The Oakdale Dump is listed as an Environmental Protection Agency Superfund site due to the contamination of residential drinking water wells with volatile organic compounds (VOCs) and heavy metals. After extensive cleanup, the area was converted into a city park.
- "2019 U.S. Gazetteer Files". United States Census Bureau. Retrieved July 26, 2020.
- "U.S. Census website". United States Census Bureau. Retrieved November 13, 2012.
- "Population and Housing Unit Estimates". United States Census Bureau. May 24, 2020. Retrieved May 27, 2020.
- "U.S. Census website". United States Census Bureau. Retrieved January 31, 2008.
- "US Board on Geographic Names". United States Geological Survey. October 25, 2007. Retrieved January 31, 2008.
- "2010 Census Redistricting Data (Public Law 94-171) Summary File". American FactFinder. U.S. Census Bureau, 2010 Census. Retrieved April 23, 2011.[dead link]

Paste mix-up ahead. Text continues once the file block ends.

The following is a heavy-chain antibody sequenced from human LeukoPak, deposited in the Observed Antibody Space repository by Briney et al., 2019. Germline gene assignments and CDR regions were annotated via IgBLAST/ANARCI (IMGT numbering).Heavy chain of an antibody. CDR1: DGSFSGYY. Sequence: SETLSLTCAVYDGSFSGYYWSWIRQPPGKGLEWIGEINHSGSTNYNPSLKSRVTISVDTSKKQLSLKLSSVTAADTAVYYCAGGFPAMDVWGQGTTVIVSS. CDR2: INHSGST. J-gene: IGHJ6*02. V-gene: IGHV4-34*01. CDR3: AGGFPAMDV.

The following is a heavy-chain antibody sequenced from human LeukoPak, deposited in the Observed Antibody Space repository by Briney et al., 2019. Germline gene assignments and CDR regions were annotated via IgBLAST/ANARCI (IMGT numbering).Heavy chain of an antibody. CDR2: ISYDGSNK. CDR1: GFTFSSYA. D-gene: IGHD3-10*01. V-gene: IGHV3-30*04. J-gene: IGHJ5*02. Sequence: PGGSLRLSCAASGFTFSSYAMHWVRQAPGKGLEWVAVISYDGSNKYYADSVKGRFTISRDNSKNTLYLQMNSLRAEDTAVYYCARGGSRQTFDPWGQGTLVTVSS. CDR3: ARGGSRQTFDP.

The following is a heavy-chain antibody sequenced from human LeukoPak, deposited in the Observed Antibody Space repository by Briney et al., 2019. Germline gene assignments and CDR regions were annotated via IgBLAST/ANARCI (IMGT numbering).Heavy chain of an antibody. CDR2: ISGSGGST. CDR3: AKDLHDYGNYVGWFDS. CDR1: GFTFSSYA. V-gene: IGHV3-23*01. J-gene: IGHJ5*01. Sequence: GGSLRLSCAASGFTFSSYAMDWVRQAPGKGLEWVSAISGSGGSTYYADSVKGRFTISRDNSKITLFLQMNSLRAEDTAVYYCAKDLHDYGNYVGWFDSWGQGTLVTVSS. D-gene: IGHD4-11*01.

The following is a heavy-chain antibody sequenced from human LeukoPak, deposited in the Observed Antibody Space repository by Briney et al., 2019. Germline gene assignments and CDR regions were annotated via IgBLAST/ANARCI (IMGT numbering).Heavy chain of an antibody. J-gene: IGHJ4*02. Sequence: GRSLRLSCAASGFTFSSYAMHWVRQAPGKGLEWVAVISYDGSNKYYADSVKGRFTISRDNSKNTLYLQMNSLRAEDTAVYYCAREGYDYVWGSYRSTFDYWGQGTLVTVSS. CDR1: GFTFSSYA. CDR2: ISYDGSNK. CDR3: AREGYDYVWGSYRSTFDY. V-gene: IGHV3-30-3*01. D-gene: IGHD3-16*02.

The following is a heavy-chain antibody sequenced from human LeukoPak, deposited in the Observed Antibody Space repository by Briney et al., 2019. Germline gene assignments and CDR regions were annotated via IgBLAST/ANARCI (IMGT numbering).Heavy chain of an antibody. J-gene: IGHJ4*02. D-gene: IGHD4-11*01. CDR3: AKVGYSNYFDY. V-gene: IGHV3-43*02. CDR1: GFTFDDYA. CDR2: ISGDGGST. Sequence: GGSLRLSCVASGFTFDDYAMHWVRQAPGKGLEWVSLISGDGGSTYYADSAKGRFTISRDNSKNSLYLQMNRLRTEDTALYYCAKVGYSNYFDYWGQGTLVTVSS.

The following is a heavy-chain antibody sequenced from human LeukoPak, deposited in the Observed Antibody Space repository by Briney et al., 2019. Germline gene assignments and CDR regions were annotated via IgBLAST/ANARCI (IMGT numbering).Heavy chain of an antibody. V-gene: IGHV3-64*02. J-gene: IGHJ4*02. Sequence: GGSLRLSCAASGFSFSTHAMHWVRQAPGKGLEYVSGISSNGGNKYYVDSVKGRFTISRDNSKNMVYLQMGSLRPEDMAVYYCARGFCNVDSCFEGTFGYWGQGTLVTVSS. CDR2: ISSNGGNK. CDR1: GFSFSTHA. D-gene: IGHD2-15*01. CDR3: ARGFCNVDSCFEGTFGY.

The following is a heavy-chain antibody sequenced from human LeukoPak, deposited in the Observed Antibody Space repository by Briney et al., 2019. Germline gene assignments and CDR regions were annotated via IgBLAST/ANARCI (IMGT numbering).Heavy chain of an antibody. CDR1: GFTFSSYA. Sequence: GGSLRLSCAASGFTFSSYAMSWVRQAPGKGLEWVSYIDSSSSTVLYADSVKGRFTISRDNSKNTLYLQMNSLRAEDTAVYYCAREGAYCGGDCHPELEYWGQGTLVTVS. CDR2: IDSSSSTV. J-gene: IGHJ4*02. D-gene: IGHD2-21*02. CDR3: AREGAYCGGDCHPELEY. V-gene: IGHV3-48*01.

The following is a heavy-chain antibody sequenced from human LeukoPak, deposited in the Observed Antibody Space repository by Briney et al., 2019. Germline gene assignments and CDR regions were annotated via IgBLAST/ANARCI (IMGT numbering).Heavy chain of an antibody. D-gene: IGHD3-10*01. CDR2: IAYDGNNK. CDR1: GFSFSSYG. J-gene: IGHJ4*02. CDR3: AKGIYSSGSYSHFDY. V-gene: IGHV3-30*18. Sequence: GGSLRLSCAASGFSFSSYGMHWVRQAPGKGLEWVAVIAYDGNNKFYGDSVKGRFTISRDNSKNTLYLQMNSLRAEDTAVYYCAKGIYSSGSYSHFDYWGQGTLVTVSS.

- Chicago and North Western Railway Company (1908). A History of the Origin of the Place Names Connected with the Chicago & North Western and Chicago, St. Paul, Minneapolis & Omaha Railways. p. 185.
- Upham, Warren (1920). Minnesota Geographic Names: Their Origin and Historic Significance. Minnesota Historical Society. p. 570.
- "US Gazetteer files 2010". United States Census Bureau. Archived from the original on January 12, 2012. Retrieved November 13, 2012.
- United States Census Bureau. "Census of Population and Housing". Retrieved October 28, 2014.
- "Population Estimates". United States Census Bureau. Retrieved June 8, 2018.